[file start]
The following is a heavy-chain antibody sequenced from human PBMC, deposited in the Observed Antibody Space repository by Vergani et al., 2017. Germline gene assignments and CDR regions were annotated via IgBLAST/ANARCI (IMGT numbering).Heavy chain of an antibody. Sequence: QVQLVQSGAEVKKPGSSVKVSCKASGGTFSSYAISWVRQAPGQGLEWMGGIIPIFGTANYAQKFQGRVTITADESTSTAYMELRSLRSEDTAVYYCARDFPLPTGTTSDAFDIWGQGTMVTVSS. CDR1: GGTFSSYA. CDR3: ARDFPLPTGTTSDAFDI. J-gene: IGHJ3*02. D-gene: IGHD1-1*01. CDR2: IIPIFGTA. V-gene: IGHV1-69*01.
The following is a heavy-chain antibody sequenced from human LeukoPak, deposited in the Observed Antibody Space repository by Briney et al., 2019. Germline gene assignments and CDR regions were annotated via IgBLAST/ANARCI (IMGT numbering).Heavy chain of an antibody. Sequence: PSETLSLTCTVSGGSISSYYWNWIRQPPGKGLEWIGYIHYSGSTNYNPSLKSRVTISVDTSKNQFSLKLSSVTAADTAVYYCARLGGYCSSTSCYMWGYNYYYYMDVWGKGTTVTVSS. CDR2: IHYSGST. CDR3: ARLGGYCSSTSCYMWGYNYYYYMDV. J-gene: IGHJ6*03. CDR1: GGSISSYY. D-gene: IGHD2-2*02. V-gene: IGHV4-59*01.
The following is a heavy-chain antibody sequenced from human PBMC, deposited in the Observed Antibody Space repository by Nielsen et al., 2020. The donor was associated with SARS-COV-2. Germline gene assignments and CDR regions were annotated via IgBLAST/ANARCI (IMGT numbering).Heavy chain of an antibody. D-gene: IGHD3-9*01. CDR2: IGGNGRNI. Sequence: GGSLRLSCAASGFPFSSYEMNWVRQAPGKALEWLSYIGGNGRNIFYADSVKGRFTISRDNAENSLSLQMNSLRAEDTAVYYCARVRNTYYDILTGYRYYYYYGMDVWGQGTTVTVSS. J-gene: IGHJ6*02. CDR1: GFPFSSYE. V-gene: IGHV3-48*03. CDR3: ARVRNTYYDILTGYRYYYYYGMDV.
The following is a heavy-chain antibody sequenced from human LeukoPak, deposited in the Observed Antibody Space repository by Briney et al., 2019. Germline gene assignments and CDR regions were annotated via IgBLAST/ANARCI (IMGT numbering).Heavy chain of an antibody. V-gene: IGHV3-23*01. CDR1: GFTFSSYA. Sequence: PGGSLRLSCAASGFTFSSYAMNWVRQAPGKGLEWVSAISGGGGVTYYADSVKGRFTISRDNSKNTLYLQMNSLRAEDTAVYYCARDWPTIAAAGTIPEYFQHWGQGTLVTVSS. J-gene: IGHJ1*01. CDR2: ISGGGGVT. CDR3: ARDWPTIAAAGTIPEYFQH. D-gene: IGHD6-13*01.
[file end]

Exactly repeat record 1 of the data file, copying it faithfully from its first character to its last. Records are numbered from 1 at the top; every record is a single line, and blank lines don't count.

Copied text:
The following is a heavy-chain antibody sequenced from human PBMC, deposited in the Observed Antibody Space repository by Vergani et al., 2017. Germline gene assignments and CDR regions were annotated via IgBLAST/ANARCI (IMGT numbering).Heavy chain of an antibody. Sequence: QVQLVQSGAEVKKPGSSVKVSCKASGGTFSSYAISWVRQAPGQGLEWMGGIIPIFGTANYAQKFQGRVTITADESTSTAYMELRSLRSEDTAVYYCARDFPLPTGTTSDAFDIWGQGTMVTVSS. CDR1: GGTFSSYA. CDR3: ARDFPLPTGTTSDAFDI. J-gene: IGHJ3*02. D-gene: IGHD1-1*01. CDR2: IIPIFGTA. V-gene: IGHV1-69*01.